Your client’s perception of project “success” is the basis from which your client concludes, for example, whether the project of high quality, that money paid to you was well spent, that you did a good job as a consultant, and whether you might be hired again (if you are an external consultant). Early in the project, it is important for you and your client to discuss how to determine the success of the project.
Unfortunately, determining whether a project was successful or not is not nearly as easy as it might seem because there are numerous perspectives on what is project “success.” Therefore, it is important to consider all of these perspectives, especially about a complex – and usually changing – project. Consider the following possible definitions of what might be considered as “success” in your consulting project, and work with your client to select one or more.
1. Desired outcomes and results listed in the project agreement are achieved?
Both you and your client should somehow specify the overall results that the project is to achieve. Ideally, the results are described in terms such that you both could readily discern if the results were achieved or not. This outcome is often a measure as to whether the project was successful or not.
2. The client’s problem is solved?
More times than people realize, the originally specified project results have little to do with actually solving the most important problem in your client’s organization. That occurs because, as you and your client work together to examine and address their overall problem, you both realize that there is a more important problem to address. At that time, it is wise to change your project plans if both of you agree. Discuss the new results that you prefer and how you will know whether or not they are achieved.
Still, later on, your client might believe that any agreed-to results that were achieved from the project were not as important as addressing any current, unsolved problems, so your client might still conclude that the project was not as successful as it should have been. Or, your client might believe that any achieved results were actually more useful than addressing the original problem that you discussed, so your client might still conclude that the project was highly successful.
3. The project is finished on time and within budget?
Often, your client has limited resources in terms of money and time. Therefore, any project that did not require more time and money than expected might be considered successful. That might be true, especially if your client has the philosophy that there are always problems to be solved in any organization and that the project was done as best as could be done.
4. You and your client sustain a high-quality, working relationship?
The quality of your relationship with your client is often directly associated with what the client perceives to be the quality of the project. In a highly collaborative approach to consulting, you want your relationship with your client to be as open, honest and trusting as possible. The nature of the relationship supports your client’s strong, ongoing commitment and participation in the project itself, which, in turn, helps to ensure that the project effectively addresses problems in their organization.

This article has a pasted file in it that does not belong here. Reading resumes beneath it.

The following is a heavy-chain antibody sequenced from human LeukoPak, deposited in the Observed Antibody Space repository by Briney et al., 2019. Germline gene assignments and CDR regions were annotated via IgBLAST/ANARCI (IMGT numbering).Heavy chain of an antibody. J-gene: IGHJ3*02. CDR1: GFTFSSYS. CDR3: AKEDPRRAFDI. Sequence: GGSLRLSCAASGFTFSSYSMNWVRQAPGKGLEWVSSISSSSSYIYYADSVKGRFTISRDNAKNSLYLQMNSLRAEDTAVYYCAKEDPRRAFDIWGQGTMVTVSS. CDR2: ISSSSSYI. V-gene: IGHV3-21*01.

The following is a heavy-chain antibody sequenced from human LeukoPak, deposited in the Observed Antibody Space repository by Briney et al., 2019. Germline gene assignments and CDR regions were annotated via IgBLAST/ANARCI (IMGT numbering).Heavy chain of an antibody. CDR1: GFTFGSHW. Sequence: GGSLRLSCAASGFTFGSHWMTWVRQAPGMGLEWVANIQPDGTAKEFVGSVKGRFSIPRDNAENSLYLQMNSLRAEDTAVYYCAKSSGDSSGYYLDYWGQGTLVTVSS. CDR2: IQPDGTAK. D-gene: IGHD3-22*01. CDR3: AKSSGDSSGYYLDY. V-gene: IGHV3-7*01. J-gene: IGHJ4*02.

5. Your client learns to address similar problems by themselves in the future?
This outcome should be one of the major goals for any consultant. However, the exact nature of the problem may never arise in the client’s organization again, so it is often difficult to assess if the client has learned to solve that problem. Also, few consultants are willing to scope a project to the time required to assess whether a client really can solve the same type of problem in the future.
6. Your client says that they would hire you again (if you are an external consultant)?
One of the most powerful outcomes is that you both are willing to work with each other again. One of the ethical considerations for any consultant is to avoid creating a dependency of the client on the consultant – where the client cannot capably participate in the organization without the ongoing services of the consultant. However, it is not uncommon that the client strongly believes that the quality of the relationship with the consultant is as important as the consultant’s expertise. The client might choose to use that consultant wherever and whenever they can in the future.
7. You get paid in full?
This perspective might sound rather trite. However, you might feel good about the quality and progress of a project only to conclude, later on, if you have not been paid as promised, that the project was not successful.
What do you think?
For more resources, see the Library topic Project Management.
Carter McNamara, MBA, PhD – Authenticity Consulting, LLC – 800-971-2250
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